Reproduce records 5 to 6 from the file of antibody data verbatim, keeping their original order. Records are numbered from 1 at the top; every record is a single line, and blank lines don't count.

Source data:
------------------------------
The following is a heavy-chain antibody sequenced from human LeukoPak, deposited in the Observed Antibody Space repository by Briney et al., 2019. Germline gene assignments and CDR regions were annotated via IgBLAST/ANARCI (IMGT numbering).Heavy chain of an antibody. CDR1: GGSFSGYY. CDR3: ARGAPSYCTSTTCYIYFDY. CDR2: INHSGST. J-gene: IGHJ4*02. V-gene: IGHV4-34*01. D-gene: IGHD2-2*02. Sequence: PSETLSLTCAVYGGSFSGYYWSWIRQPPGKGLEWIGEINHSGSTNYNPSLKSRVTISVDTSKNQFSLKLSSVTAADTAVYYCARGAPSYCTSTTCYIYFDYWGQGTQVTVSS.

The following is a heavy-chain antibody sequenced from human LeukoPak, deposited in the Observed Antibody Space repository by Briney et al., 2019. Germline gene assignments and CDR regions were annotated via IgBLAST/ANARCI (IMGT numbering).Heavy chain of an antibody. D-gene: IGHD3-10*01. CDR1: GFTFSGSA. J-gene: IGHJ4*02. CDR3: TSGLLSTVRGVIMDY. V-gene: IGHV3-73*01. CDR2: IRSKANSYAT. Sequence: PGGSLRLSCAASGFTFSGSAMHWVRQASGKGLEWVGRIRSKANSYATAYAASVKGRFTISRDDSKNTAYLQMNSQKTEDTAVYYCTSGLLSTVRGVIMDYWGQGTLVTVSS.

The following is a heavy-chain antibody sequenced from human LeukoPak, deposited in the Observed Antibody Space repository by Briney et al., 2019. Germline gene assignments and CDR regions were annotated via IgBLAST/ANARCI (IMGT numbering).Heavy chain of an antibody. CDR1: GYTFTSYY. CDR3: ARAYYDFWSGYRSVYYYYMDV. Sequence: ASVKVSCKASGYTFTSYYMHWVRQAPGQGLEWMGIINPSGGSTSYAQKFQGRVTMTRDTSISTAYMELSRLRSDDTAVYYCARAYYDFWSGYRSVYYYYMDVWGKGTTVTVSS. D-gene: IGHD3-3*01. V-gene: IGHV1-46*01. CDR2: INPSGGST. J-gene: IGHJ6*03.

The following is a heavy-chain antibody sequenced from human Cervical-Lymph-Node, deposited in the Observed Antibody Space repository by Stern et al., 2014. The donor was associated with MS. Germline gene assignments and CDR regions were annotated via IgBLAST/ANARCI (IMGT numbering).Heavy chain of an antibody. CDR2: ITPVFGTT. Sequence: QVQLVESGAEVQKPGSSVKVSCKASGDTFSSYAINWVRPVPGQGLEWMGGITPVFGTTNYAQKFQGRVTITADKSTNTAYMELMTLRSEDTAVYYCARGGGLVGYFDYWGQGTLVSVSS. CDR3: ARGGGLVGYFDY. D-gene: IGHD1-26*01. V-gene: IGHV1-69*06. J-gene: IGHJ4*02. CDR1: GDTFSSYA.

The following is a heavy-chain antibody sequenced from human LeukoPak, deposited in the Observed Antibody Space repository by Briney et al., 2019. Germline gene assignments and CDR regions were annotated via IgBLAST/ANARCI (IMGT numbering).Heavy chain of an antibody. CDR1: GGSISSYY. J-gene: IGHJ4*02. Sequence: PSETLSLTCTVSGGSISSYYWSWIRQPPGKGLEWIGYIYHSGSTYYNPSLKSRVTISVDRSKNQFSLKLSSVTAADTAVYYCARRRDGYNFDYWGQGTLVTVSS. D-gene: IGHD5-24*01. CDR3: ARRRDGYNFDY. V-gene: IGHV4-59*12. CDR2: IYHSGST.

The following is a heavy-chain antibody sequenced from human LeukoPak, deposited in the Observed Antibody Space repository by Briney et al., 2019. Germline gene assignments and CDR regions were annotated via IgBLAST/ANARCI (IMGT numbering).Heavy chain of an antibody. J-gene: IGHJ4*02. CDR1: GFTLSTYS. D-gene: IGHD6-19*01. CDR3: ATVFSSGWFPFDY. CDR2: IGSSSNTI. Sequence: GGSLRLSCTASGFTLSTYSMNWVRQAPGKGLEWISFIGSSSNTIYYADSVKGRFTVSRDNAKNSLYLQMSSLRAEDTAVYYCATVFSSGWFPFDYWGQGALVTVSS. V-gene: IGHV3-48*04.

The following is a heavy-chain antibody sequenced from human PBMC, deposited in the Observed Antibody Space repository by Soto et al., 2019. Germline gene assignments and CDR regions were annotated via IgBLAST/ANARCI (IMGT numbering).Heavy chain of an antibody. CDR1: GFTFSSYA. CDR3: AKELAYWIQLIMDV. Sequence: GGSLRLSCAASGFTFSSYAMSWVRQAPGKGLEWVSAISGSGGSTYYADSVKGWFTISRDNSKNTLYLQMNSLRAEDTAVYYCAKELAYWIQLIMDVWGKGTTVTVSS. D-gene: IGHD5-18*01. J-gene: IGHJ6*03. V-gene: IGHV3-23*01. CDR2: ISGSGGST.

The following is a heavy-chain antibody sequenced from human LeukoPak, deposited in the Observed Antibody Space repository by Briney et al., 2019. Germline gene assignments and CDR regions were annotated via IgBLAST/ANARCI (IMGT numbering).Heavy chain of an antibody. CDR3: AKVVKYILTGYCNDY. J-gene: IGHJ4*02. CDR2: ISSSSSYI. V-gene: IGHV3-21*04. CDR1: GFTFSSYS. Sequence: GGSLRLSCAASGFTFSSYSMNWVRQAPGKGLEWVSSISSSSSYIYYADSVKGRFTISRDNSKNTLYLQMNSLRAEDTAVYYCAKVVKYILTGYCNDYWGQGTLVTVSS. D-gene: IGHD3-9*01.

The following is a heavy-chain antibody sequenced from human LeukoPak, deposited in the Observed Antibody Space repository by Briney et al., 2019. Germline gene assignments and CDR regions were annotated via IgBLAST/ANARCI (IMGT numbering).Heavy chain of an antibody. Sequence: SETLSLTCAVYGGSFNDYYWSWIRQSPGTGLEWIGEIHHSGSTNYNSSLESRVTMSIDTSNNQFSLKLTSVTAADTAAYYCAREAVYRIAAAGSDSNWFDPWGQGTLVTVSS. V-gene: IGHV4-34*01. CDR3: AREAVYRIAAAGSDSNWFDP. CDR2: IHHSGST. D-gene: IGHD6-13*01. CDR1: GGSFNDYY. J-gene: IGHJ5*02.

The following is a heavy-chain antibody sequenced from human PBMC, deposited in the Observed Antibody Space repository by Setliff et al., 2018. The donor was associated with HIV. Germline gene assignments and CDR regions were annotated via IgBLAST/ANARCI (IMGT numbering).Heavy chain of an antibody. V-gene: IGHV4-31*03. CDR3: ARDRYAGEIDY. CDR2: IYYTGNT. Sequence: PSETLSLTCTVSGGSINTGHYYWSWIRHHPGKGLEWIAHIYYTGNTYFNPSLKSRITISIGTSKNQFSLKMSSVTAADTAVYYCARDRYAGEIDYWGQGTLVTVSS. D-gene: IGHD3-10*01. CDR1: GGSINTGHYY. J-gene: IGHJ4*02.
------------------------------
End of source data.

The following is a heavy-chain antibody sequenced from human LeukoPak, deposited in the Observed Antibody Space repository by Briney et al., 2019. Germline gene assignments and CDR regions were annotated via IgBLAST/ANARCI (IMGT numbering).Heavy chain of an antibody. CDR1: GGSISSYY. J-gene: IGHJ4*02. Sequence: PSETLSLTCTVSGGSISSYYWSWIRQPPGKGLEWIGYIYHSGSTYYNPSLKSRVTISVDRSKNQFSLKLSSVTAADTAVYYCARRRDGYNFDYWGQGTLVTVSS. D-gene: IGHD5-24*01. CDR3: ARRRDGYNFDY. V-gene: IGHV4-59*12. CDR2: IYHSGST.

The following is a heavy-chain antibody sequenced from human LeukoPak, deposited in the Observed Antibody Space repository by Briney et al., 2019. Germline gene assignments and CDR regions were annotated via IgBLAST/ANARCI (IMGT numbering).Heavy chain of an antibody. J-gene: IGHJ4*02. CDR1: GFTLSTYS. D-gene: IGHD6-19*01. CDR3: ATVFSSGWFPFDY. CDR2: IGSSSNTI. Sequence: GGSLRLSCTASGFTLSTYSMNWVRQAPGKGLEWISFIGSSSNTIYYADSVKGRFTVSRDNAKNSLYLQMSSLRAEDTAVYYCATVFSSGWFPFDYWGQGALVTVSS. V-gene: IGHV3-48*04.